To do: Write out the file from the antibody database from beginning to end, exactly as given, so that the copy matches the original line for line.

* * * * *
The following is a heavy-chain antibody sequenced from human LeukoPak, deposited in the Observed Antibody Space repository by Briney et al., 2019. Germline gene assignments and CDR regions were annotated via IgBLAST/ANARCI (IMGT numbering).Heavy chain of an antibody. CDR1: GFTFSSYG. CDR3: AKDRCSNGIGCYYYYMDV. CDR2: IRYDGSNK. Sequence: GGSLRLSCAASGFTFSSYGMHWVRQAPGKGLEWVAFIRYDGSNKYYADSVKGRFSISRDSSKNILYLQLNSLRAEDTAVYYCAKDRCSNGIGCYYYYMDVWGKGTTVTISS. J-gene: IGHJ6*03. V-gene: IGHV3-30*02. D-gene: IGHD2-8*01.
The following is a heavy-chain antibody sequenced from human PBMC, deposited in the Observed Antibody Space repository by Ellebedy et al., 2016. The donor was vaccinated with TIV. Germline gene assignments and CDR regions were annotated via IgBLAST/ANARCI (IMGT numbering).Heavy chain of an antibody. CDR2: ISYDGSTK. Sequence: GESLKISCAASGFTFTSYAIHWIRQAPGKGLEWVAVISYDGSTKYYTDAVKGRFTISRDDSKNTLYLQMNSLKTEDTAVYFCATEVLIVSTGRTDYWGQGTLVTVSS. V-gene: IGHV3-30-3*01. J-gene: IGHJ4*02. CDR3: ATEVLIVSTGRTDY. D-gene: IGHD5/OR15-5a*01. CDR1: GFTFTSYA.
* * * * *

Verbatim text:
The following is a heavy-chain antibody sequenced from human LeukoPak, deposited in the Observed Antibody Space repository by Briney et al., 2019. Germline gene assignments and CDR regions were annotated via IgBLAST/ANARCI (IMGT numbering).Heavy chain of an antibody. CDR1: GFTFSSYG. CDR3: AKDRCSNGIGCYYYYMDV. CDR2: IRYDGSNK. Sequence: GGSLRLSCAASGFTFSSYGMHWVRQAPGKGLEWVAFIRYDGSNKYYADSVKGRFSISRDSSKNILYLQLNSLRAEDTAVYYCAKDRCSNGIGCYYYYMDVWGKGTTVTISS. J-gene: IGHJ6*03. V-gene: IGHV3-30*02. D-gene: IGHD2-8*01.
The following is a heavy-chain antibody sequenced from human PBMC, deposited in the Observed Antibody Space repository by Ellebedy et al., 2016. The donor was vaccinated with TIV. Germline gene assignments and CDR regions were annotated via IgBLAST/ANARCI (IMGT numbering).Heavy chain of an antibody. CDR2: ISYDGSTK. Sequence: GESLKISCAASGFTFTSYAIHWIRQAPGKGLEWVAVISYDGSTKYYTDAVKGRFTISRDDSKNTLYLQMNSLKTEDTAVYFCATEVLIVSTGRTDYWGQGTLVTVSS. V-gene: IGHV3-30-3*01. J-gene: IGHJ4*02. CDR3: ATEVLIVSTGRTDY. D-gene: IGHD5/OR15-5a*01. CDR1: GFTFTSYA.